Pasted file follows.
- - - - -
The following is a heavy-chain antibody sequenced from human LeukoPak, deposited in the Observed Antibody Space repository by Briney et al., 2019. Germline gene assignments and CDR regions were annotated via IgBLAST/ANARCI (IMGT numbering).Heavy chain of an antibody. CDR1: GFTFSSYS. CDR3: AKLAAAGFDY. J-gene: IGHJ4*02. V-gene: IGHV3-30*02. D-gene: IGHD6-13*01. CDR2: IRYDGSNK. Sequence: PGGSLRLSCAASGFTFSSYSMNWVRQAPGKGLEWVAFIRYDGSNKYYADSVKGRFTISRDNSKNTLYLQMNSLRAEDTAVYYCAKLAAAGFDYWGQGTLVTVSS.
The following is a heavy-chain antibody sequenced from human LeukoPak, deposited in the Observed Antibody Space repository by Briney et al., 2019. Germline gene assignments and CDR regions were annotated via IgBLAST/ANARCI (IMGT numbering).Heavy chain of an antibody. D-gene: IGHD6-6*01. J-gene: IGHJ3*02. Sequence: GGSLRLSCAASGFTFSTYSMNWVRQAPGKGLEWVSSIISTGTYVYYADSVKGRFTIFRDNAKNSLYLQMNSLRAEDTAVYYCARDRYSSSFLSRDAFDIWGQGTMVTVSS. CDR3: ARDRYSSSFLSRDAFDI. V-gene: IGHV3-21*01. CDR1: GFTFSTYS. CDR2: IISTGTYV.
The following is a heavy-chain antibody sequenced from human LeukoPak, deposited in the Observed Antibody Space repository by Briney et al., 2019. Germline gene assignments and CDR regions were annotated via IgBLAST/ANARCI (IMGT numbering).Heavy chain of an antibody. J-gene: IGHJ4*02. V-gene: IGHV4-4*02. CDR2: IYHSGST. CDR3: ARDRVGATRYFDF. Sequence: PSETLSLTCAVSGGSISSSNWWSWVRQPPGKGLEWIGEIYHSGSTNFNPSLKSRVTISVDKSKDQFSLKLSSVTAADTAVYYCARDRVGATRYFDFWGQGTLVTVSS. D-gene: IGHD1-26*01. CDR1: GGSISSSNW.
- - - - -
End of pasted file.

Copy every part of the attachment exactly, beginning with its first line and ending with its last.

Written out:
The following is a heavy-chain antibody sequenced from human LeukoPak, deposited in the Observed Antibody Space repository by Briney et al., 2019. Germline gene assignments and CDR regions were annotated via IgBLAST/ANARCI (IMGT numbering).Heavy chain of an antibody. CDR1: GFTFSSYS. CDR3: AKLAAAGFDY. J-gene: IGHJ4*02. V-gene: IGHV3-30*02. D-gene: IGHD6-13*01. CDR2: IRYDGSNK. Sequence: PGGSLRLSCAASGFTFSSYSMNWVRQAPGKGLEWVAFIRYDGSNKYYADSVKGRFTISRDNSKNTLYLQMNSLRAEDTAVYYCAKLAAAGFDYWGQGTLVTVSS.
The following is a heavy-chain antibody sequenced from human LeukoPak, deposited in the Observed Antibody Space repository by Briney et al., 2019. Germline gene assignments and CDR regions were annotated via IgBLAST/ANARCI (IMGT numbering).Heavy chain of an antibody. D-gene: IGHD6-6*01. J-gene: IGHJ3*02. Sequence: GGSLRLSCAASGFTFSTYSMNWVRQAPGKGLEWVSSIISTGTYVYYADSVKGRFTIFRDNAKNSLYLQMNSLRAEDTAVYYCARDRYSSSFLSRDAFDIWGQGTMVTVSS. CDR3: ARDRYSSSFLSRDAFDI. V-gene: IGHV3-21*01. CDR1: GFTFSTYS. CDR2: IISTGTYV.
The following is a heavy-chain antibody sequenced from human LeukoPak, deposited in the Observed Antibody Space repository by Briney et al., 2019. Germline gene assignments and CDR regions were annotated via IgBLAST/ANARCI (IMGT numbering).Heavy chain of an antibody. J-gene: IGHJ4*02. V-gene: IGHV4-4*02. CDR2: IYHSGST. CDR3: ARDRVGATRYFDF. Sequence: PSETLSLTCAVSGGSISSSNWWSWVRQPPGKGLEWIGEIYHSGSTNFNPSLKSRVTISVDKSKDQFSLKLSSVTAADTAVYYCARDRVGATRYFDFWGQGTLVTVSS. D-gene: IGHD1-26*01. CDR1: GGSISSSNW.